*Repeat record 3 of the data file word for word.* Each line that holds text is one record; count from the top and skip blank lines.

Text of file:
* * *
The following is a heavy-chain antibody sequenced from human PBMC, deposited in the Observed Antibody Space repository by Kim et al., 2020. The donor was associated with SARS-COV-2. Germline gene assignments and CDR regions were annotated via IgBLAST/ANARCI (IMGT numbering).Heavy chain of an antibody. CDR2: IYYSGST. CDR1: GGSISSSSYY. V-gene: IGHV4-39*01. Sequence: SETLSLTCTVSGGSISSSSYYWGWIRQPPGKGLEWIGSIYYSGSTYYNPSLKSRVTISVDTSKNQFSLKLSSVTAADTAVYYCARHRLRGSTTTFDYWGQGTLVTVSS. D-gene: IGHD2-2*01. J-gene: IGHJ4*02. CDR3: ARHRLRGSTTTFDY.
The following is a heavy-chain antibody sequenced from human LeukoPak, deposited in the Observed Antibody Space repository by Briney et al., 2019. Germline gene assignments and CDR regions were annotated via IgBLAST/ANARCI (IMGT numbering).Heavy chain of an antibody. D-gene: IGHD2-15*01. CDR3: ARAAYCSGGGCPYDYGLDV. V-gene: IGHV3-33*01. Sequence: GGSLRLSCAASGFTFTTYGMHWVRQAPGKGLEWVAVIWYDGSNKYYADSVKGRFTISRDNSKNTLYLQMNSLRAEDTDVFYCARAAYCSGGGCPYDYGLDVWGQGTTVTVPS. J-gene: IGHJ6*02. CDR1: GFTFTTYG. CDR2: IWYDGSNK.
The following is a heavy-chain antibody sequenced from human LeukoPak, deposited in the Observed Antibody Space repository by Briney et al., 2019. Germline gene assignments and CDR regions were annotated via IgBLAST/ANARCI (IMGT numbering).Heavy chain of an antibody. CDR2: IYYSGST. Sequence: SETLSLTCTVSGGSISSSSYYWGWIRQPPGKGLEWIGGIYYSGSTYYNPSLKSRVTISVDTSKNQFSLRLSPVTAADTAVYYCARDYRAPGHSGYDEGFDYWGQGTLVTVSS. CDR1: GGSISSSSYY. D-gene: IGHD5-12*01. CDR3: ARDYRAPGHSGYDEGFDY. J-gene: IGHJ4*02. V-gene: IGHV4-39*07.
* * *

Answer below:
The following is a heavy-chain antibody sequenced from human LeukoPak, deposited in the Observed Antibody Space repository by Briney et al., 2019. Germline gene assignments and CDR regions were annotated via IgBLAST/ANARCI (IMGT numbering).Heavy chain of an antibody. CDR2: IYYSGST. Sequence: SETLSLTCTVSGGSISSSSYYWGWIRQPPGKGLEWIGGIYYSGSTYYNPSLKSRVTISVDTSKNQFSLRLSPVTAADTAVYYCARDYRAPGHSGYDEGFDYWGQGTLVTVSS. CDR1: GGSISSSSYY. D-gene: IGHD5-12*01. CDR3: ARDYRAPGHSGYDEGFDY. J-gene: IGHJ4*02. V-gene: IGHV4-39*07.